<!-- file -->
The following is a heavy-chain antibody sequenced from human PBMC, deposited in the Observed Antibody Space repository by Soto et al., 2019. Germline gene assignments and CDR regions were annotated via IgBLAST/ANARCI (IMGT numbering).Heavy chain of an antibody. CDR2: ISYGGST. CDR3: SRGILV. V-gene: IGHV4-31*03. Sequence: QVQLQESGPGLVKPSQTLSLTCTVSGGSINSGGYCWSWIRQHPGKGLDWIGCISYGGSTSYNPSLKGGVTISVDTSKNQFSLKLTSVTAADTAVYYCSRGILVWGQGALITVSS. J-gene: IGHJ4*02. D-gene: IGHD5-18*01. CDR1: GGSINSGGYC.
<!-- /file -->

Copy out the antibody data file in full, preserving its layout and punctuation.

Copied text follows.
The following is a heavy-chain antibody sequenced from human PBMC, deposited in the Observed Antibody Space repository by Soto et al., 2019. Germline gene assignments and CDR regions were annotated via IgBLAST/ANARCI (IMGT numbering).Heavy chain of an antibody. CDR2: ISYGGST. CDR3: SRGILV. V-gene: IGHV4-31*03. Sequence: QVQLQESGPGLVKPSQTLSLTCTVSGGSINSGGYCWSWIRQHPGKGLDWIGCISYGGSTSYNPSLKGGVTISVDTSKNQFSLKLTSVTAADTAVYYCSRGILVWGQGALITVSS. J-gene: IGHJ4*02. D-gene: IGHD5-18*01. CDR1: GGSINSGGYC.